I’ve spent the past few days thinking about my viewing of “Crazy Rich Asians”. I quite enjoyed it, although it wasn’t a perfect movie. There were some characters that lacked development, for example, but I was able to get over that pretty quickly. If anything, because of the major milestone it has with representation.

But, I’m not here to talk about that since I’ll let those voices share their stories and why this is important to them. (incidentally, if you want to read a great article about the mahjong scene, check this out:


What stood out to me were the strong female characters. And I’m not talking about 1 or 2. I’m talking about 5+ strong female characters that all get their stories told. Let’s visit a few of them, shall we?

The film opens with Eleanor (Michelle Yeoh) fighting for her right to be in a hotel. She has small children around her, doing her best to be the head of the family while also standing up for her rights. This strength is seen throughout the film, especially as she feels it her duty to stand up for who her son should marry. Whether you agree with her morals and tactics is a whole other conversation. The point is she knows what she wants and she fights for it.

Rachel Chu (Constance Wu), poo-poo-ca-chu, doesn’t need a man. Sure, she loves Nick (Henry Golding) but she also knows she doesn’t need him. In fact, she gives him up for his happiness and is very okay to live a life without him. She’s proud to be a professor and is more than ready to head back to New York to continue her life in that way.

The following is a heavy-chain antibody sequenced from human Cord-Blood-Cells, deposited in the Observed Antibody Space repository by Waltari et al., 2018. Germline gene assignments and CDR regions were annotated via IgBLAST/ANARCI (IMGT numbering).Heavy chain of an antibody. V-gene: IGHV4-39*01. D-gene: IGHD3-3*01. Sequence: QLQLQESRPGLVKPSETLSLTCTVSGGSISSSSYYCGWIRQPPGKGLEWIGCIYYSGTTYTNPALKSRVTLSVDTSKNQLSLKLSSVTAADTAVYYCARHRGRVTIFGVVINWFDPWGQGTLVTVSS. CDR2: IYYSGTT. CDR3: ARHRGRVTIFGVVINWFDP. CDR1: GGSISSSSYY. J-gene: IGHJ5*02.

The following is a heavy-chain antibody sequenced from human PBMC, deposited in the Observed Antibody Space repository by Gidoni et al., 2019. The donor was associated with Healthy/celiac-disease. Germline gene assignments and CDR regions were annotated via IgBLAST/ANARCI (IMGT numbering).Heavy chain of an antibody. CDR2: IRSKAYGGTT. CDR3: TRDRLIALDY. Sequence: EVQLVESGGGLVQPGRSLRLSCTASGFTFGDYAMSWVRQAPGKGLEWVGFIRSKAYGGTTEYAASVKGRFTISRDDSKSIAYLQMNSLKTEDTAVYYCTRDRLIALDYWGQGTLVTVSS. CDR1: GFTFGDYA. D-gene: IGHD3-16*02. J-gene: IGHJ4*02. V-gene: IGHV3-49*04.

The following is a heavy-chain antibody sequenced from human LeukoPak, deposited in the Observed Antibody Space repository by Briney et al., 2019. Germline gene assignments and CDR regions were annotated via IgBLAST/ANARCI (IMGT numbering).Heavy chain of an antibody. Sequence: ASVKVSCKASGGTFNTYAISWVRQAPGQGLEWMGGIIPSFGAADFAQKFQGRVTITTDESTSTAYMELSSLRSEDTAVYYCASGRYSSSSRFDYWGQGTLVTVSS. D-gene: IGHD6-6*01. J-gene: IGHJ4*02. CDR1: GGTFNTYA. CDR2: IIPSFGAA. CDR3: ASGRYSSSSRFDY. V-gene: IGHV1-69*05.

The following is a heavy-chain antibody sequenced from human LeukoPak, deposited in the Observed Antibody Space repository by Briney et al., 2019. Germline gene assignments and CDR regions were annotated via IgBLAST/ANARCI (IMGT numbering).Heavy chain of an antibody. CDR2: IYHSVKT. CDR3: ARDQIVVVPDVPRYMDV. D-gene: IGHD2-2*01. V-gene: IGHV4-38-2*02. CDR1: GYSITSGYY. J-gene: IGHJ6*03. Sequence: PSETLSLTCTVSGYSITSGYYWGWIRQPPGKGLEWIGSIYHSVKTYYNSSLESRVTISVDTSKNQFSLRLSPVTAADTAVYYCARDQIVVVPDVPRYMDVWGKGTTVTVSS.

Kerry Chu (Tan Kheng Hua), we find out, left an abusive marriage, moving to New York City to create a better life for her young daughter, Rachel. She even gave up the man she truly loved to save Rachel. And, I found the moment at the end of the mahjong scene beautiful when we don’t realize Kerry is there. But she is, for her daughter. Not because her daughter needs her there but she wants to be there for her daughter.

Goh Peik Lin (Awkwafina) is a force to be reckoned with in her own right. The fact that she has multiple outfits in her car for any given occasion shows she knows exactly what she wants. And, she does it.

And, one more character to discuss for now: Astrid (Gemma Chan).

I’d say she was the character I found I rooted for the most. I haven’t read the book but in researching her character it sounds like her arc varies from the movie. And, I would say that her character is one of the least developed characters in the movie. But, I still rooted for her. From the beginning, she’s trying to find her place. She is a part of this opulent family with lots of money yet wants to fit in with her husband by hiding her purchases.  But, it’s clear that she enjoys shopping. She has a huge struggle and it continues through the end.

I found it very beautiful when her husband gets out of the car on the way to the wedding and she then goes without him. I didn’t find she went because of shame, but because she desired to go. And, it’s clear she had huge examples in her life of other strong women, including that of her grandmother. Her grandmother was her date at the end, not her husband. She went as a powerful woman standing next to another powerful woman.

There are themes about tradition vs modern life, family cultures vs social cultures, etc. But, no matter if the character is following the long-held traditions or if they are embracing the modern culture, these women are all strong. They know what they want and the fight to get it.

One thought on “Why “Crazy Rich Asians” is a Female Empowerment Movie

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